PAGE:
Are repository updates secure?

As a bear of little brain from the developer side, I cannot understand why the repository list is http://security.ubuntu.com and the other http(unsecured) sites listed in /etc/apt/sources.list. Without a certificate chain match this appears as "ask any responder for a list of packages to update" instead of "ask the ubuntu.com site..."

Can any network choose to spoof the update sites, and is this a common practice to provide a locally cached and vetted copy?


In short, yes they're secure, because of public key cryptography used to sign the files.

All the files downloaded by APT have a signature that allows the downloaded file to be verified against the public keys stored on your computer as being signed by Ubuntu and only Ubuntu. This verifies that the file you receive was authorised by Ubuntu at some stage and hasn't been modified or tampered with since.

A technical explanation of how this works is available from Ubuntu (and from Debian which uses the same system).

Because of the use of HTTP instead of HTTPS, yes eavesdroppers could see what files you are downloading, but privacy is not likely to be your concern in this case. A man-in-the-middle attempt to modify the packages to inject harmful code would still fail because it would break the signing mechanism.

One possible gotcha in this signing mechanism is that it doesn't guarantee that you are getting the most up-to-date version of the package (indeed, sometimes mirrors are slow to update). To help mitigate this problem, the signed release file includes a "Valid-Until" date after which all the files it references should be considered stale. It would be plausible for a man-in-the-middle to substitute an archive with an unmodified earlier version of the archive within this Valid-Until date and cause your APT to believe there are no updates. But they can't make any arbitrary modifications to packages nor could they go back in time past a certain point.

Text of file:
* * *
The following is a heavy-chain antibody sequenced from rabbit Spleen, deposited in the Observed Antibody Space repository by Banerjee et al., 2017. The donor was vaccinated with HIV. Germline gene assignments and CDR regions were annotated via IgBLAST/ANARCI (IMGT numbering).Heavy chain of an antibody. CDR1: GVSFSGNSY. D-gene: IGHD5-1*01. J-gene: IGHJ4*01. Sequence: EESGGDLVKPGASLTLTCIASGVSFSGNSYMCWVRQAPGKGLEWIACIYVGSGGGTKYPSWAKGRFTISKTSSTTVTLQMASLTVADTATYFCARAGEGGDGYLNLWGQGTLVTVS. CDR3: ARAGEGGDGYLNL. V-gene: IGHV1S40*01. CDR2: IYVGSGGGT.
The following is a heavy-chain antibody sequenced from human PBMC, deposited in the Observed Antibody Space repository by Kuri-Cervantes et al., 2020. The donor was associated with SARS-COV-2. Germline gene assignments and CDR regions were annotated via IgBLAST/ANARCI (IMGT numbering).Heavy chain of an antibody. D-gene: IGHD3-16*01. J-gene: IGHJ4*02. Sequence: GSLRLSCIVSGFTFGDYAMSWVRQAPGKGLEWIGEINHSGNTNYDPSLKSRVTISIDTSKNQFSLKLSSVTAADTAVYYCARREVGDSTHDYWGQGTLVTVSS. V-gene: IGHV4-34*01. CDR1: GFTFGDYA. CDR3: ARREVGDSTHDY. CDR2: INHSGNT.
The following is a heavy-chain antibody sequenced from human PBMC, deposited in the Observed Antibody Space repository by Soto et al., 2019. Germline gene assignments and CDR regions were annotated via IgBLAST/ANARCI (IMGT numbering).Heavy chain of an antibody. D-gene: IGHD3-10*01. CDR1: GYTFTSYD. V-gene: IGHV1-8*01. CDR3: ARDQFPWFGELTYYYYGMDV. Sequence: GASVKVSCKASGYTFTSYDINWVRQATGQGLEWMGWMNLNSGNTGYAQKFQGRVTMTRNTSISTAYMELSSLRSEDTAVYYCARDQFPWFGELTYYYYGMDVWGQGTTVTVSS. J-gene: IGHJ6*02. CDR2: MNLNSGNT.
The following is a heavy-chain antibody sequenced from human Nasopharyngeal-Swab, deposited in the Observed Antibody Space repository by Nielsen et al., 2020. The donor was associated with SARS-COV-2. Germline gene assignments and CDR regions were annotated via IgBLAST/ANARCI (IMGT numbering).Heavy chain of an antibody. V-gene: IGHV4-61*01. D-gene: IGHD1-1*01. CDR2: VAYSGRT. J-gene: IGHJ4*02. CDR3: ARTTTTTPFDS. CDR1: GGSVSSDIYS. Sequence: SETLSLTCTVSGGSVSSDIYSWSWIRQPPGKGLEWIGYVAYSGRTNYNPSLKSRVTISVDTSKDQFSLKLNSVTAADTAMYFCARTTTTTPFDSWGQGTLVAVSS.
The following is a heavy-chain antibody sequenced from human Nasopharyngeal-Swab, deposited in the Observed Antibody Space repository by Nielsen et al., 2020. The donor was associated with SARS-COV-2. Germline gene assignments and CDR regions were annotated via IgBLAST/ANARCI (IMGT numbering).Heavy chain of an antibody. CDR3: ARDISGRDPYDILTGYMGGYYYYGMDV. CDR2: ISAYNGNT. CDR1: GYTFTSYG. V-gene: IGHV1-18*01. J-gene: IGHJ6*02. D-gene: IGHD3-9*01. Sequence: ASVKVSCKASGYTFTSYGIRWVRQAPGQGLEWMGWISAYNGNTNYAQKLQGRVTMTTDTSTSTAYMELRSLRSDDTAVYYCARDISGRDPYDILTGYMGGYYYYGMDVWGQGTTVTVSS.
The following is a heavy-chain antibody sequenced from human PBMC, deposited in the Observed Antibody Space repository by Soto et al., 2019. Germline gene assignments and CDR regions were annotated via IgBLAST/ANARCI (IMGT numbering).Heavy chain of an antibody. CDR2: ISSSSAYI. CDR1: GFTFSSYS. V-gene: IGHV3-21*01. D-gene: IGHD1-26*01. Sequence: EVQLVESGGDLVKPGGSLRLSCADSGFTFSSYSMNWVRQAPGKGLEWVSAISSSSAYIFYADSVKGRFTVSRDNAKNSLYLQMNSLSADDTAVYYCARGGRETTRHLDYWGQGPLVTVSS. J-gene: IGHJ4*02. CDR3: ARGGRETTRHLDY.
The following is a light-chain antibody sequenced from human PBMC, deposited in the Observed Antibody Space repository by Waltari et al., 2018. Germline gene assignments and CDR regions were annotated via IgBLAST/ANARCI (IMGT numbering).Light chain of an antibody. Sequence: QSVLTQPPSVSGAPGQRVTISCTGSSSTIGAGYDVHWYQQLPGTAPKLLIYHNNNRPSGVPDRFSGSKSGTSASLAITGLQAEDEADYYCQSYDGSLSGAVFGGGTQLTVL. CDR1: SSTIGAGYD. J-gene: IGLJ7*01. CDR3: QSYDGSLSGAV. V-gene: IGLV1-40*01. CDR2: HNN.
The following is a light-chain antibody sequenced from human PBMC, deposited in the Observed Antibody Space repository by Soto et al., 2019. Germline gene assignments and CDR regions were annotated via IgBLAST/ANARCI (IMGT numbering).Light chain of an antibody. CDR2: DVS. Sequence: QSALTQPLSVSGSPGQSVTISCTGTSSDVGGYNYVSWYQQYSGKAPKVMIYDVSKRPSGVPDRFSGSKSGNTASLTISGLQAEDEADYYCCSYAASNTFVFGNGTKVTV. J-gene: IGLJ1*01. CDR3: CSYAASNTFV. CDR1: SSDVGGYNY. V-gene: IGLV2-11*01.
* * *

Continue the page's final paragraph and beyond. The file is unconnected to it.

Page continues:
The signing mechanisms provide much better security than HTTPS in this kind of distributed environment where the files are mirrored over many servers not controlled by Ubuntu. In essence you only need to trust Ubuntu, not the mirror, so you need to prove that the files originally came from Ubuntu and have not been modified since - there's no need to verify the identity of the mirror.

Note that when you add a non-official repository to your sources list, such as a PPA, you will be receiving files that are not signed by Ubuntu. APT should warn you about this, because they haven't been signed by a certificate matching any of the public keys installed on your computer as authorised by Ubuntu.

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    Great! So the short version is "the transport layer is not secure, but each package is signed. There is no secure list of available updates and patches for existing security issues are not guaranteed to be delivered." – Charles Merriam Oct 3 '13 at 3:36
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    Not sure what you mean by "There is no secure list of available updates" but the release file and package lists are signed. It's just that it doesn't verify that your mirror is up to date. – thomasrutter Oct 3 '13 at 6:08
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    Er, if there is no way to verify that a mirror, or the main site, is up to date then there is no way to know if there are updates available, security updates or otherwise. That is, there is no secure list of available updates. – Charles Merriam Oct 4 '13 at 3:30
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    Alice runs Ubuntu. Bob controls Alice's Internet connection. Bob cannot put a bad package into Alice's installation because each package is signed. There is some huge security flaw found in Ubuntu. Alice try's to find the updated package, but Bob removes all mention of the package from Alice's update check. Alice whacks a sysadmin and then pulls the update check via HTTPS from ubuntu.com verifying she is connected to the real website along a secure link. Now Alice sees the security update and Bob cannot hide it. – Charles Merriam Oct 6 '13 at 18:39